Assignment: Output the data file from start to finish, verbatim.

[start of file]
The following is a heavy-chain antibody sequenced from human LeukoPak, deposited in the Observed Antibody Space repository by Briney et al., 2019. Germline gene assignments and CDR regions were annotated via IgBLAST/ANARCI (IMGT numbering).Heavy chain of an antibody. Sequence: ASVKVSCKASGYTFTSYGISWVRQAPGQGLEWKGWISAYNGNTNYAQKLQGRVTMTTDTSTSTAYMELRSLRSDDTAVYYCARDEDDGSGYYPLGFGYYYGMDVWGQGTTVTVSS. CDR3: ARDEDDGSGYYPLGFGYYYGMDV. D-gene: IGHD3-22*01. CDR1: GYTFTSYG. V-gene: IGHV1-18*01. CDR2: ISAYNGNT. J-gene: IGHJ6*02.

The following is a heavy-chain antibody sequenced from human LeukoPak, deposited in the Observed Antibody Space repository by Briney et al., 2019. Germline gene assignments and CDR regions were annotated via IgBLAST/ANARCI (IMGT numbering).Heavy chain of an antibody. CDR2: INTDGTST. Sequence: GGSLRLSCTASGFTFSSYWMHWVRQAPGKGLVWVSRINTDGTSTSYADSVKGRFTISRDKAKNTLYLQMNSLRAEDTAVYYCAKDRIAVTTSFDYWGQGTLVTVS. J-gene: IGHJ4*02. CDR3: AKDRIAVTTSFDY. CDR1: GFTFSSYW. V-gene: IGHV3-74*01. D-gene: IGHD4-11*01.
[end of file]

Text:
The following is a heavy-chain antibody sequenced from human LeukoPak, deposited in the Observed Antibody Space repository by Briney et al., 2019. Germline gene assignments and CDR regions were annotated via IgBLAST/ANARCI (IMGT numbering).Heavy chain of an antibody. Sequence: ASVKVSCKASGYTFTSYGISWVRQAPGQGLEWKGWISAYNGNTNYAQKLQGRVTMTTDTSTSTAYMELRSLRSDDTAVYYCARDEDDGSGYYPLGFGYYYGMDVWGQGTTVTVSS. CDR3: ARDEDDGSGYYPLGFGYYYGMDV. D-gene: IGHD3-22*01. CDR1: GYTFTSYG. V-gene: IGHV1-18*01. CDR2: ISAYNGNT. J-gene: IGHJ6*02.

The following is a heavy-chain antibody sequenced from human LeukoPak, deposited in the Observed Antibody Space repository by Briney et al., 2019. Germline gene assignments and CDR regions were annotated via IgBLAST/ANARCI (IMGT numbering).Heavy chain of an antibody. CDR2: INTDGTST. Sequence: GGSLRLSCTASGFTFSSYWMHWVRQAPGKGLVWVSRINTDGTSTSYADSVKGRFTISRDKAKNTLYLQMNSLRAEDTAVYYCAKDRIAVTTSFDYWGQGTLVTVS. J-gene: IGHJ4*02. CDR3: AKDRIAVTTSFDY. CDR1: GFTFSSYW. V-gene: IGHV3-74*01. D-gene: IGHD4-11*01.